February 12, 1881 - January 23, 1931: Age 50
Anna Pavlova was arguably the greatest dancer of her time. "Arguably" only because she was a contemporary of Nijinsky and Duncan, both also contenders. But where Nijinsky favoured the avant-garde and Duncan invented her own unique style of dance, Pavlova stuck with the classics.
She trained in Russia under the greatest teachers of the day, and rose quickly to become a soloist in the Imperial Ballet. She went on to form her own company and tour the world, becoming indisputably the world's first ballet superstar. Her most famous role was that of the Dying Swan, choreographed to Saint-Saëns' "The Swan". Although she hated film as an art form, regarding it as toxic to all "true" art, she did allow herself to be filmed dancing this famous role, and today you can see it here, on YouTube.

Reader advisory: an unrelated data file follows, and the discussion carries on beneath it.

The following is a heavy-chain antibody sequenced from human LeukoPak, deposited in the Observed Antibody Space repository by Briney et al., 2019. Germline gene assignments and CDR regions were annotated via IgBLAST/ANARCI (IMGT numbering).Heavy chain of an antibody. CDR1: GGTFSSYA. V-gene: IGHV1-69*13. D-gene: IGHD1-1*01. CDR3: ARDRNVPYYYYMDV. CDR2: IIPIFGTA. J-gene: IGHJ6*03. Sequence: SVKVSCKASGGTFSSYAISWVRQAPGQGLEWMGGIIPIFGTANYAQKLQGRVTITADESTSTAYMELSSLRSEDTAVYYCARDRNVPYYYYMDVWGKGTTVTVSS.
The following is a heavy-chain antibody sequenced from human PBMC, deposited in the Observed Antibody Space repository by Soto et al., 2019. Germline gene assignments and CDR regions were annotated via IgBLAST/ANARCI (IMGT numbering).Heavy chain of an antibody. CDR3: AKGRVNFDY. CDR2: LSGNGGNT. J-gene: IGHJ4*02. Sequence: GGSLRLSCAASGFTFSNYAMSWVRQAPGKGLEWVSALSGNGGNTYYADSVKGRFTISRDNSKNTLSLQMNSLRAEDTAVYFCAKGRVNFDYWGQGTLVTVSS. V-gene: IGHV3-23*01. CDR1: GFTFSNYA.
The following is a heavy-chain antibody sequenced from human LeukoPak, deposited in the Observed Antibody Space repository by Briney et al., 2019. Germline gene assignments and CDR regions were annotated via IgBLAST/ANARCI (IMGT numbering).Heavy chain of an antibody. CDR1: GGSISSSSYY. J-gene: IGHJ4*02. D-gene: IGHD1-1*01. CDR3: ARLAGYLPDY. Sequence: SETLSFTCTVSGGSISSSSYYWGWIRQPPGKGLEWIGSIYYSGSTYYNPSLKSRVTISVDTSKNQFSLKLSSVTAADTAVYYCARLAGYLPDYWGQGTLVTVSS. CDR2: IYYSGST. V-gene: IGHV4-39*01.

While touring in the Netherlands her train had a slight accident, derailing and being delayed for 12 hours. She went outside dressed only in pyjamas and a light scarf to see what was happening. As a result of this she caught a cold, which developed into pneumonia. She died three weeks later. At the end, she asked to hold her Dying Swan costume. Her last words were, "Play that last measure very softly."
Sources: Wikipedia, New York Times